Now, let’s look at the next level – You know you will make $3,250 if TLT fails to hold $103 through Jan so you can now pair that with a more aggressive short, like the 2012 $95 puts at $6.85 and those have a delta of .37 so they gain about $1 on a $3 move in TLT.  Now your risk is to the upside as you sold calls short AND picked up a long put so you can hedge that with the sale of the Jan $101 puts at $3.25.  

    Selling the Jan $101 puts at $3.25 means that if TLT goes up, you have an additional $3.25 buffer to the upside on your short play.  To the downside, the Jan $101s have a .42 delta, barely more than your long puts and you have a $3.25 buffer from the call sale as well and that means that you don’t owe any money (more than they paid you) to the short call/putter combination until TLT drops below 97, which would be about a $2 pop to your $95 puts.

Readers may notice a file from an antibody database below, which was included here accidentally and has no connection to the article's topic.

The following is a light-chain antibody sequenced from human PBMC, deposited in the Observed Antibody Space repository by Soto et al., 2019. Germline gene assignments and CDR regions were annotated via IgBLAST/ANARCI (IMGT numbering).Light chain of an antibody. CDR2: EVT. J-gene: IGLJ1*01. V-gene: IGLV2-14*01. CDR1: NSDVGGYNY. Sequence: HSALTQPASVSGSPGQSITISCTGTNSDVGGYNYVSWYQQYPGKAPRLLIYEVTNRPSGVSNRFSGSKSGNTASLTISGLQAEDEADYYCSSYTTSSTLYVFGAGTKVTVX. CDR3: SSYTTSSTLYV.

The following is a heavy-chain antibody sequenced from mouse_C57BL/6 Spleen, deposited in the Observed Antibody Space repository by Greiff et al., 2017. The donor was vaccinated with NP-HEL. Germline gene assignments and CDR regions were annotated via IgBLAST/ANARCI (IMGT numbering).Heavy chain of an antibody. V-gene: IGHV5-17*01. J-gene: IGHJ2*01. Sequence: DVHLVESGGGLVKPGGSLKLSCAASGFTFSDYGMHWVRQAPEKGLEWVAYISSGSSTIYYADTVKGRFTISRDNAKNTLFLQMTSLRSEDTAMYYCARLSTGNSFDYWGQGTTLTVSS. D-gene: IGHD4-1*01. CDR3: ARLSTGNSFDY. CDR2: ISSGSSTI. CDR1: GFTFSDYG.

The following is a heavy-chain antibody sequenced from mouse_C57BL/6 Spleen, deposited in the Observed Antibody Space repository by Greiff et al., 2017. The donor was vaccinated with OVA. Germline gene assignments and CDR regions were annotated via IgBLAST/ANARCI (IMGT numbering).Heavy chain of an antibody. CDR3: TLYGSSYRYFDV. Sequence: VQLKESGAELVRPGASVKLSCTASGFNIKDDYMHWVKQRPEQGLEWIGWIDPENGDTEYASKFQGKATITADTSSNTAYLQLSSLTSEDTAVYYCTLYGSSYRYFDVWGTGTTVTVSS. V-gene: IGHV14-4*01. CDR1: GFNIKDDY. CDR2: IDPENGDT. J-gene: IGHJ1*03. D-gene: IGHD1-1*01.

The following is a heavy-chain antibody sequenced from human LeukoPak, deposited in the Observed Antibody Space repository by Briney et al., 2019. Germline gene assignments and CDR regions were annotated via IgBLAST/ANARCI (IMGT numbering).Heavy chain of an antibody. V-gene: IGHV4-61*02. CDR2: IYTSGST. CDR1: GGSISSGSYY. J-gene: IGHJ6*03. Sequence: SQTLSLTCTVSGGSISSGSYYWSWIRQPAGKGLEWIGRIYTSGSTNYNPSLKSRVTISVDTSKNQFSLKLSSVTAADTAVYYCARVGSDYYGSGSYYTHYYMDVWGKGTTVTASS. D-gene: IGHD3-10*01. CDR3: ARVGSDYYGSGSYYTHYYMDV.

That means that you stand to make net $2 ($2,000) on the trade all the way down to $97 (and then the putter is rollable, all the way to an eventual vertical) and as much as $6,500 between there and 103, with an upside break-even around 105 so a nice way to play the range between the 50 dma (102.50) and the 200 dma (94) between now and January.


  37. Phil,
    Do you have a MON play for earnings? What are your feelings on MON these days?